Some of the fair-skinned Indians who go outside the country and travel to countries where Indians first worked as indentured labourers (slaves) like Malaysia, West Indies and South Africa, they have no respect for the local people of Indian-origin. They only deal with the rich and wealthy. Most of the Indian-origin people are dark skinned.
    We have fought racism all our lives and now are shocked that people of India are still stuck in this rotten culture of racism or what others call “colourism”. The human rights campaigners in India, like NDTV 24 7, must step up their campaigns against this sort of shocking racism by Indians.


    1. So well written! So many of my sentiments have been touched here.
      If the Caste System could be completely abolished as well then India would be Heaven!!


  6. Aswathi,

    In all honesty, you are such a beautiful girl. You should not care about the color of your skin. I hope you don’t spend a second thinking about it ’cause its not worth your time and you are above all these.

    Be confident and strong, and a role model for other young women. God bless you.



  7. Well said Aswathi…
    God made us and we don’t need to focus on what other said to us about our self.
    It is very important that what we feel about us. Each and every one must love with himself or herself. when we started loving our self whole universe help us to grow. Stay blessed and Happy.


  8. Marimuthu Subramoney
    March 2, 2016 ·
    The other day (on Sunday, Feb 28 2016) I was watching the South Indian film industry awards ceremony broadcast on Sun TV and was shocked and amazed that not a single dark skinned film star was sitting among the actors and actresses. I was wondering what happened to all the dark skinned actresses. Do they don’t count or matter. If you watch the SUN TV serials the same situation prevails. Dark skinned actors and actresses are given very little show – except as thugs and gangsters. Sun TV and other TV channels in India are still stuck in the colonial mentality of: “white is superior and lovely”. It seems the brahmins control everything in India, including the TV channels. Their attitude is similar to the whites of South Africa – the majority of whom who still look down upon dark skinned people. This “fair and lovely” mentality must be tackled by the socially-conscious people of India. How can a country neglect the majority of the people who happen to be brown or dark skinned?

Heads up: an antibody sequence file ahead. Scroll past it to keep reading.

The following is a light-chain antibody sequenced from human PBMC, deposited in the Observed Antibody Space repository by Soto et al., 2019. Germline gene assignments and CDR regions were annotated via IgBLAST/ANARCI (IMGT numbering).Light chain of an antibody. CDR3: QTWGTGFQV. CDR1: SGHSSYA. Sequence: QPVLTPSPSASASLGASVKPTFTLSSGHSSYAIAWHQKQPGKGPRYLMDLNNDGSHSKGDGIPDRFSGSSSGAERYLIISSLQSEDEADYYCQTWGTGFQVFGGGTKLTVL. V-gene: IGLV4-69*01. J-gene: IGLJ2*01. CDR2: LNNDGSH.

9. Hello Sister,
    Tanks for your bold writeup about the human race issue. Our Block Colour Always Absorbing all
    Lights without any partially. But others are rejected with their Ego’s.

    Forget about others talking……concentate work.


  10. I’m waiting for Sorisha’s side of this story..lol. I’m Indian & will never date an Indian from SA (not India,it seems)as I am very vocal about the bullsh@# that has been part of a once amazingly advanced civilization. I follow the yogic & Ayurvedic traditions but not this. I grew up with THIS!&as I child I knew it wasn’t right! I wrapped up enough bodies to know that Death makes everyone equal…so to all the fair,’beautiful” people who think they’re all that(this goes for the wannabe Beyonce’s in the African communities):we know how insecure yourll really are…cos your complexion still can’t save you from the maggots


  11. Oh,to add: I did try dating Indians here: just found their issues with race, religion, complexion etc too backward for me. Guess I was 20yrs ahead of my time then. Yes yes,we all know”not everyone” is like this…but guess what:I still see it,still hear it!&ask Sorisha who she gets most of her income from for the skin whitening creams…even our naturally gorgeous brown&ebony African sisters are carrying this burden of “being ugly because of genetics&climate adaptations”….this is a disease that needs to be eradicated!These fools had issues with White skinned people ruling them etc…but yet want to look every bit like them. I’m glad I never every listened to my extended family or gave a damn for tradition& culture & things picked up from adults&peers. O would’ve been as racist as my cousins are,for sure